The lesson is not that ­struggle can’t lead to political shifts or that it is pointless. But rather that prioritizing parliament, as Syriza did, is a trap. Resistance in the streets and workplaces has to decide what the electoral intervention would be, not the other way round. But this, of course, requires an anti-capitalist strategy for the left.

While KKE feels confident about its success, Diem 25 is struggling to pass the undemocratic 3% threshold. Posing as the genuine, old Syriza of 2015 did not work. The international economic situation and the divisions in Greek society don’t leave any space for such nostalgia. The best moments of Diem were when they followed the movement in the streets, despite the fact that trade unions and youth are not so strong. It was nevertheless a symbolic gesture of solidarity.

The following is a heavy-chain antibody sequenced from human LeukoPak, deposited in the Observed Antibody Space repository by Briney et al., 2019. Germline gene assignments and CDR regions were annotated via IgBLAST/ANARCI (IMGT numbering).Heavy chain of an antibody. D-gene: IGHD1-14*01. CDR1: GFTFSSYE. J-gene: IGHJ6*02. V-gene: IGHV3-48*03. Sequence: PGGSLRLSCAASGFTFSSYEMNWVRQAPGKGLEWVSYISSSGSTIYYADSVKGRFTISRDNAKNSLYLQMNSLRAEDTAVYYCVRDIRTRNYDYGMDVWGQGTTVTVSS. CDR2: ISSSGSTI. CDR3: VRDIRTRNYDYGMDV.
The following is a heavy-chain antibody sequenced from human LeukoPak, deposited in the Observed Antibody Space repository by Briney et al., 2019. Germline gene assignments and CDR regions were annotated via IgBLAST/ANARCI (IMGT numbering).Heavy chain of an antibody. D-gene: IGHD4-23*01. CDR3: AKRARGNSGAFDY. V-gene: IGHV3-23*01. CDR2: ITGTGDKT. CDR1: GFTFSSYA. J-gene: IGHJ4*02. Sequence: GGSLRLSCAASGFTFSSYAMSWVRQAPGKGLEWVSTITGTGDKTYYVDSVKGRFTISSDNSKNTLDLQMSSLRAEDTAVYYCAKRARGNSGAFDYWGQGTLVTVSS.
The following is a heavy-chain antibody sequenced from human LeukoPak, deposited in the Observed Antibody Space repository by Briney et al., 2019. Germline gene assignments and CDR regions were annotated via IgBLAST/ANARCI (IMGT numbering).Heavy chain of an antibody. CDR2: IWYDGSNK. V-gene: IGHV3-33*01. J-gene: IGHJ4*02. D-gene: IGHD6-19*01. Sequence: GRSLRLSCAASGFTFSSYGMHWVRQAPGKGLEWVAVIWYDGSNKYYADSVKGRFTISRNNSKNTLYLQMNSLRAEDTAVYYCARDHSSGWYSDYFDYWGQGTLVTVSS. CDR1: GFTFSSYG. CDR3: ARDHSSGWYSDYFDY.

For the anticapitalist left, the task is to continue supporting the movement in the streets, while challenging the omnipotence of Mitsotakis by confronting him in the workplaces and in the rank and file, trying at the same time to build a radical alternative. The crisis is far from over. We have to campaign against the right, but also build a successful mood for fighting back among the working class.